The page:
The Booming Business of Ellen DeGeneres: From Broke and Banished to Daytime's Top Earner
Friendly, funny and yep, she’s gay -- the pain and the glory in creating her top-earning syndicated series. Says Oprah: "Being truthful ... allowed the audience to fall in love with her."
DeGeneres' popularity among those Middle America viewers (many of whom likely voted for McCain) is not without irony. In fact, this is precisely the viewership affiliates feared a homosexual comedian would offend, if not altogether alienate, when Warner Bros. executives pitched Ellen 10 years ago. To persuade those skittish station managers, DeGeneres crisscrossed the country, making stops in each of their markets with Jim Paratore, the late president of Telepictures Productions. "They were always shocked. They'd be like, 'She didn't curse,' as though cursing were a characteristic of gay people," says DeGeneres, reflecting on the draining process of schmoozing a cadre of people fearful of who she was and, worse, what she might do with it on air.
"These stations really thought she'd have a gay agenda. It was the hardest show we've ever had to launch in the history of our company," says McLoughlin, recalling the subsequent test interviews she did prelaunch with stars including Tom Hanks, Helen Hunt and singer Alanis Morissette to show affiliates she was capable of having compelling conversations with those outside of the gay community. "I had to show them that I know how to talk to people -- like how hard is it to talk to people? -- and still a lot of them didn't want to hire me," adds DeGeneres, who confesses over iced teas at West Hollywood's Soho House in August that being on this end of an interview is the only time she is uncomfortable talking. (It is for that reason that DeGeneres, more serious in person than she is on her show, gives them so infrequently.)
Today, to the degree that celebrities such as The Big Bang Theory's Jim Parsons, Star Trek's Zachary Quinto and White Collar's Matt Bomer can identify themselves as gay without the fear of tarnishing their brands, comedian Wanda Sykes credits DeGeneres. "Ellen took the bullet for everyone else," she says, having come out at a rally for same-sex marriage in 2008. "When you come out now, it's a celebration, not a kiss of death, and we have her to thank for that."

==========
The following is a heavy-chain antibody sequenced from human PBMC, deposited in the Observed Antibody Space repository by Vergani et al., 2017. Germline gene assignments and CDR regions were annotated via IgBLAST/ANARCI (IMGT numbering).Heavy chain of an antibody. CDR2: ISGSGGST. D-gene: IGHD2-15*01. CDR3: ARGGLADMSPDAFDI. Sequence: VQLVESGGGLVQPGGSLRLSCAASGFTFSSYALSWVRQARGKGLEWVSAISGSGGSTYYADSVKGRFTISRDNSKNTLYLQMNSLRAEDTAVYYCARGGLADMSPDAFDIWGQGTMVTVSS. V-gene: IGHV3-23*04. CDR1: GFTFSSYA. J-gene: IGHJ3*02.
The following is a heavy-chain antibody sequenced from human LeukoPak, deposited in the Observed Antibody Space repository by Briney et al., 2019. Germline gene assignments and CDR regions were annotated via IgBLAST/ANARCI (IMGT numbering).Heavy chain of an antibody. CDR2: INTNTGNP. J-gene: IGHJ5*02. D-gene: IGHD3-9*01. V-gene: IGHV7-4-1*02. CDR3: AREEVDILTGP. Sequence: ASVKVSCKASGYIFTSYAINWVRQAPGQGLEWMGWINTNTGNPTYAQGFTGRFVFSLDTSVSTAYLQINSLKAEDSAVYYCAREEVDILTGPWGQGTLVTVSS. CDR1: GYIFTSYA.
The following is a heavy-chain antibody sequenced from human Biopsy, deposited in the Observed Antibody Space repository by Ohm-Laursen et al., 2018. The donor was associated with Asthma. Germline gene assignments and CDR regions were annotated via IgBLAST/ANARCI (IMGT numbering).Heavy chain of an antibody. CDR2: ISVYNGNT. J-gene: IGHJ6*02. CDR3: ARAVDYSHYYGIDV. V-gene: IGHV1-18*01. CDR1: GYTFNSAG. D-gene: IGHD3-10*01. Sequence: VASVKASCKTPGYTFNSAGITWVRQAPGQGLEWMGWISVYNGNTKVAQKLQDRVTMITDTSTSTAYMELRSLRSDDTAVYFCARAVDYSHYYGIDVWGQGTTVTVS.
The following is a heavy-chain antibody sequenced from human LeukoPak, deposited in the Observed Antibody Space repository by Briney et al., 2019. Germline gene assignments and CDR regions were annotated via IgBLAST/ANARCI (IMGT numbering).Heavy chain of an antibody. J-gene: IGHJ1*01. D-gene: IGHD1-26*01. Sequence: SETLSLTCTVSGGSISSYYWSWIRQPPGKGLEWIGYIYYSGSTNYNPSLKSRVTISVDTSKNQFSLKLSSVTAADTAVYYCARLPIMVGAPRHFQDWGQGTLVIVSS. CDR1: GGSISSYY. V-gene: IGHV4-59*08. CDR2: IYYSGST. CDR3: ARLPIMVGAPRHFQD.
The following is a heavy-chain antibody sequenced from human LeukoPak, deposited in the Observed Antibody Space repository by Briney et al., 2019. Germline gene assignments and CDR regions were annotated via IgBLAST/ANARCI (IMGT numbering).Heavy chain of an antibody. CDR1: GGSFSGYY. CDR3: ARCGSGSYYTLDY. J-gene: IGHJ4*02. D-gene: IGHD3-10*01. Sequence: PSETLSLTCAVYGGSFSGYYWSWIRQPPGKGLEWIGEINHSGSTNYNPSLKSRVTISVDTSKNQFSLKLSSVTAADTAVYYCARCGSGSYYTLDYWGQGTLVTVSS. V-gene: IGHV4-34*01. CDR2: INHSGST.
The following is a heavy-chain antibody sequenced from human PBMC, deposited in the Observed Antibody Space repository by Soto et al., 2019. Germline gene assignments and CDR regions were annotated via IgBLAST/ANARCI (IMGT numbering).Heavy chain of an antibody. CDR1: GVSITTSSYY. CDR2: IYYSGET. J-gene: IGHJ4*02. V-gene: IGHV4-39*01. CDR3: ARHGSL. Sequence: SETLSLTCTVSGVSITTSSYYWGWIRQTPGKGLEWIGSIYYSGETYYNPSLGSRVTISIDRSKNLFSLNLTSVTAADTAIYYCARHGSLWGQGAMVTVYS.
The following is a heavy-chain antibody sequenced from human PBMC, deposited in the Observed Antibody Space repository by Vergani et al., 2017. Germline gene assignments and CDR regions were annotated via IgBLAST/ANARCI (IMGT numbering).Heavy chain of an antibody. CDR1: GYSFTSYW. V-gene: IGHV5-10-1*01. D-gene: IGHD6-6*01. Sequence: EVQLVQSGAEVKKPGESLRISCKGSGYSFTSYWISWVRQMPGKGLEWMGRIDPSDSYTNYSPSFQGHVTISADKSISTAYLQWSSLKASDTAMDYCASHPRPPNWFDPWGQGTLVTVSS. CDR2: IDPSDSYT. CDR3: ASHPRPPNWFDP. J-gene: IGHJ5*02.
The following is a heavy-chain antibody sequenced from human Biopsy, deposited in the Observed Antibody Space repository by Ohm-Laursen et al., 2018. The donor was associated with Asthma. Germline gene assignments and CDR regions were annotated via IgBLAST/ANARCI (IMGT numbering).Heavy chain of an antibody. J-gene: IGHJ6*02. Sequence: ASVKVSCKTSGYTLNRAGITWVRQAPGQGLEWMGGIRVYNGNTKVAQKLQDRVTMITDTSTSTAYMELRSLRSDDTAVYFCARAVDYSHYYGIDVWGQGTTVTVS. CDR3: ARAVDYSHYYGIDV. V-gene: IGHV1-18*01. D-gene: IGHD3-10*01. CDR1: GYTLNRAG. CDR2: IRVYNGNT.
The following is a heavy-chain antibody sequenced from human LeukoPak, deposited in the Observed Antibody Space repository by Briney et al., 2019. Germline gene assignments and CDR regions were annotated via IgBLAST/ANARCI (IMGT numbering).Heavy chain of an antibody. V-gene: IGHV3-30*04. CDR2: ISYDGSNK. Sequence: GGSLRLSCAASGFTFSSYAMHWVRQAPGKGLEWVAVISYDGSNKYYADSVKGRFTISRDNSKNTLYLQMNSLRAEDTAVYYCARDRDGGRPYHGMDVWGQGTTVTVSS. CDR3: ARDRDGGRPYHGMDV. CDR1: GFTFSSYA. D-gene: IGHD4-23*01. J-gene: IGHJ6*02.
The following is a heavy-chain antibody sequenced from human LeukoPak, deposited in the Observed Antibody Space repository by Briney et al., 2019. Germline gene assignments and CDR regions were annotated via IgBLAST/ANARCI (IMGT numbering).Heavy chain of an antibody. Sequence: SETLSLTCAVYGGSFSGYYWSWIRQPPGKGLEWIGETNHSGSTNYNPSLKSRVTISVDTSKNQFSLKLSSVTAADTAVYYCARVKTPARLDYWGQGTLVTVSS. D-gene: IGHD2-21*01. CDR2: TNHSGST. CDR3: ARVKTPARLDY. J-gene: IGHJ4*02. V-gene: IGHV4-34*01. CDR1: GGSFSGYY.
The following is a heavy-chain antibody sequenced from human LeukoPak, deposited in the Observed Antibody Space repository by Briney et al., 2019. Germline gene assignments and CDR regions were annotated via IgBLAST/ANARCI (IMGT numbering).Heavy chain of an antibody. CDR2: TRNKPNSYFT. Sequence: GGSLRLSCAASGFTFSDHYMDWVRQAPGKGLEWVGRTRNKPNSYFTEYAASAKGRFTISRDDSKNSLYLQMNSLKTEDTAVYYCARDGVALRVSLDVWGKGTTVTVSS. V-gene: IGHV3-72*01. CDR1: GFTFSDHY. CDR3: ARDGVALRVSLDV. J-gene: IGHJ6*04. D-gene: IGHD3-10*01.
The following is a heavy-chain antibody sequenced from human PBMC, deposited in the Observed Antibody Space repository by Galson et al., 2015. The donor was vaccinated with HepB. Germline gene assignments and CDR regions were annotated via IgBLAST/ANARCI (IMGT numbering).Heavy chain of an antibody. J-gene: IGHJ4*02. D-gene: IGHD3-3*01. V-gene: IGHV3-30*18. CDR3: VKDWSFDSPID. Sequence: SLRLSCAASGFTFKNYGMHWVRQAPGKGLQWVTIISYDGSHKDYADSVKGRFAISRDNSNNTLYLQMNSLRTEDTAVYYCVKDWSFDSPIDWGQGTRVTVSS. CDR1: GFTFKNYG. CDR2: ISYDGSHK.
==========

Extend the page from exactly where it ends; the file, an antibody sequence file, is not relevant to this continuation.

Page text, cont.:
DeGeneres came out to her own mother when she was 20 years old. The words, "Mom, I'm gay," were accompanied by sobs from her and a degree of denial from her mother. In time, Betty DeGeneres would not only come to accept her daughter's sexual orientation but also become the first nongay spokesperson for the Human Rights Campaign's Coming Out Project. Her father and his new wife were less accommodating. Upon hearing the news, they asked that she move out of their house to avoid influencing their two younger children.
She had no intention of coming out publicly, much less having her character do so, when she took the gig on ABC's Ellen in 1993. But the incongruity between who DeGeneres was onscreen and who she was off made her increasingly uncomfortable, until one evening when she had a dream that would change the course of the series -- and her career. DeGeneres was holding a pet finch in her hands, and as she put it back into its beautiful, multitiered cage by the window, she became the bird. "I suddenly notice that the bars against the window, which was open, were wide enough to fly out, and that they'd always been wide enough to fly out," she says, before waking up and thinking to herself: "Jesus Christ, do I have to have it spelled out? You're in a beautiful cage. You have a great view. You have an amazing life. But you don't need to be here." The next day, she went to the show's executive producers and told them that she wanted her character to come out.
The show's executive producers loved the idea, but Disney balked. "It's a public company … and creating something that's sure to be controversial is not something the Walt Disney Co. takes lightly," says former Walt Disney Television president Dean Valentine, who acknowledges that then-CEO Michael Eisner was resistant at first. "All he could think of were all of the battles that he'd have to fight and all of the grief he was going to get for it." After several conversations, the company finally acquiesced. "It was clear that this wasn't a situation where the genie could go back in the bottle," adds Valentine. "She phrased it as a 'May I,' but it was not a 'May I'; it was a, 'This is what I'm going to do,' and the only other choice was to cancel the show."